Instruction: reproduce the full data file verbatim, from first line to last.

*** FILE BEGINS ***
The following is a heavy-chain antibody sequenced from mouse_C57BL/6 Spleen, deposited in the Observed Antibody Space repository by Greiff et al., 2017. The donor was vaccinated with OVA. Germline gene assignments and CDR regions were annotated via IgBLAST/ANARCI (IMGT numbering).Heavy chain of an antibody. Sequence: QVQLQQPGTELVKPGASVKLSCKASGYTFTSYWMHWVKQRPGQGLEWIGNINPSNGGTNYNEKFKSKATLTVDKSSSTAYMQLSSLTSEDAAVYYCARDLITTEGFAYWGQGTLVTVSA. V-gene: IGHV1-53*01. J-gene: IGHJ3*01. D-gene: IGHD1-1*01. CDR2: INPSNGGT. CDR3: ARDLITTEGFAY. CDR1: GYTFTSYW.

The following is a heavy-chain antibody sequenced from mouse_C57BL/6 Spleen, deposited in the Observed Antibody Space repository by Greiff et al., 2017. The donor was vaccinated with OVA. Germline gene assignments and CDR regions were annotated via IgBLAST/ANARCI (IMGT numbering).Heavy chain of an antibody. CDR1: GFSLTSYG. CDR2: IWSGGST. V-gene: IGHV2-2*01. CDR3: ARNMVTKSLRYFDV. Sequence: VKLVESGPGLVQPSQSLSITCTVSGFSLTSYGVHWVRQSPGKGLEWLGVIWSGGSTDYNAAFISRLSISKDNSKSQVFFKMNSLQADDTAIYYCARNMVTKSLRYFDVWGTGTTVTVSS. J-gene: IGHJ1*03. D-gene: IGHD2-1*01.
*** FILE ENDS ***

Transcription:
The following is a heavy-chain antibody sequenced from mouse_C57BL/6 Spleen, deposited in the Observed Antibody Space repository by Greiff et al., 2017. The donor was vaccinated with OVA. Germline gene assignments and CDR regions were annotated via IgBLAST/ANARCI (IMGT numbering).Heavy chain of an antibody. Sequence: QVQLQQPGTELVKPGASVKLSCKASGYTFTSYWMHWVKQRPGQGLEWIGNINPSNGGTNYNEKFKSKATLTVDKSSSTAYMQLSSLTSEDAAVYYCARDLITTEGFAYWGQGTLVTVSA. V-gene: IGHV1-53*01. J-gene: IGHJ3*01. D-gene: IGHD1-1*01. CDR2: INPSNGGT. CDR3: ARDLITTEGFAY. CDR1: GYTFTSYW.

The following is a heavy-chain antibody sequenced from mouse_C57BL/6 Spleen, deposited in the Observed Antibody Space repository by Greiff et al., 2017. The donor was vaccinated with OVA. Germline gene assignments and CDR regions were annotated via IgBLAST/ANARCI (IMGT numbering).Heavy chain of an antibody. CDR1: GFSLTSYG. CDR2: IWSGGST. V-gene: IGHV2-2*01. CDR3: ARNMVTKSLRYFDV. Sequence: VKLVESGPGLVQPSQSLSITCTVSGFSLTSYGVHWVRQSPGKGLEWLGVIWSGGSTDYNAAFISRLSISKDNSKSQVFFKMNSLQADDTAIYYCARNMVTKSLRYFDVWGTGTTVTVSS. J-gene: IGHJ1*03. D-gene: IGHD2-1*01.